I’m also familiar with the reverse of what you described happening with Portuguese-Americans: the pronunciation of their names changes to match English orthography. So Chaves is pronounced “Shaves,” Rodrigues “Rodericks,” Marques “Marx,” Teixeira “Tex-air-ah.”
Growing up in Southeastern New England, I encountered quite a few Anglicized Portuguese names. In particular, I remember a kid who was very insistent that his name be pronounced “Rod-rigs” instead of “Rod-ree-gez,” even though the latter is certainly closer to Portuguese ruðriɣɨʃ!
In southeastern New England much of the Portuguese community, especially in decades past, had roots in the Azores rather than mainland Portugal. I wonder how much of those surname pronunciations represents pure Anglicization vs. the particular dialect of the Azores. For example I believe the Azorean pronunciation of _chorizo_ (sausage) is “churrice” which is still often used by New Englanders of all backgrounds today. I’m not an expert in this area, but the Chaves and Marques pronunciations strike me as particularly reflecting Azorean dialect, perhaps more than just anglicization.
Maine French names also shifted in pronunciation. There was a big family in the town I grew up in called Joliceur (dʒɑ`LɪKɜr) and another called Marquis (Mɑr’KWɪS)
I only know of spelling corruptions in our family. On one side there are Fitz and Fitts and I’m fairly sure there are Pitts in mixed in, too. On another side, the current last name spelling, and has been for @400 years is Ellen but it was recently discoverd to be a change from the original Allen. Literacy being what it was centuries ago it would make sense that changes happened when a person didn’t have the skills to know a mistake had been made and then they were relying on the official to even know how to spell in the first place!! 🙂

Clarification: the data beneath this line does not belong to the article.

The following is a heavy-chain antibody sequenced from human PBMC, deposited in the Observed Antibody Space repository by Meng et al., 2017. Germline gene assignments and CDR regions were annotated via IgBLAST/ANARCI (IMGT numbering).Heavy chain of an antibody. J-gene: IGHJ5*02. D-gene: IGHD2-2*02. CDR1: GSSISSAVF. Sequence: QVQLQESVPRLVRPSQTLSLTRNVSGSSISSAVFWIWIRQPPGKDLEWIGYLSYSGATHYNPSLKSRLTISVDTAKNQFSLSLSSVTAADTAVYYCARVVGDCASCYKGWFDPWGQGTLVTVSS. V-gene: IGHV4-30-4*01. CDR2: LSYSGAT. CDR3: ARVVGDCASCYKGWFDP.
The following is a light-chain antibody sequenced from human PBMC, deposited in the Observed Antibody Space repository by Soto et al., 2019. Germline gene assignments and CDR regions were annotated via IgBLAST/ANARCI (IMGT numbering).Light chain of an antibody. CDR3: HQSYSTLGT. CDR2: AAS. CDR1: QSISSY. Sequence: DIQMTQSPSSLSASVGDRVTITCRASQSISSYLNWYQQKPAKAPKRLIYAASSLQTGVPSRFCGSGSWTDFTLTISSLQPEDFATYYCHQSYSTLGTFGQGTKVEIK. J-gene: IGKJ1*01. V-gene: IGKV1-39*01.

I had a high school friend named Kany, pronounced Caney. Her father, an American GI in Germany right after the war (her mother, incidentally, was a Russian refugee), told the German nurse to name her Connie, and the nurse dutifully wrote down what she heard.
Something similar to what befell the Davises happened to Gramma Ostropoler (it wasn’t pronunciation, though, and her parents were Jewish immigrants but not black). It’s either common or apocryphal.
I have a friend from upstate New York (although I think it’s more widespread) who pronounces Graham as /græːm/ and was surprisingly resistant when I explained that even silent Hs create new syllables, thus it has to be /ˈgreɪˌəm/. (We were playing Trivial Pursuit, so there was a lot at stake.)
wait, isnt pronounced like ??
woah. dictionaries list your pronunciation first, mine second. hmm… id imagine its common here in socal aswell. the other pronunciation sounds completely foreign
I say “Alexander Grayum Bell” but “Gram crackers.”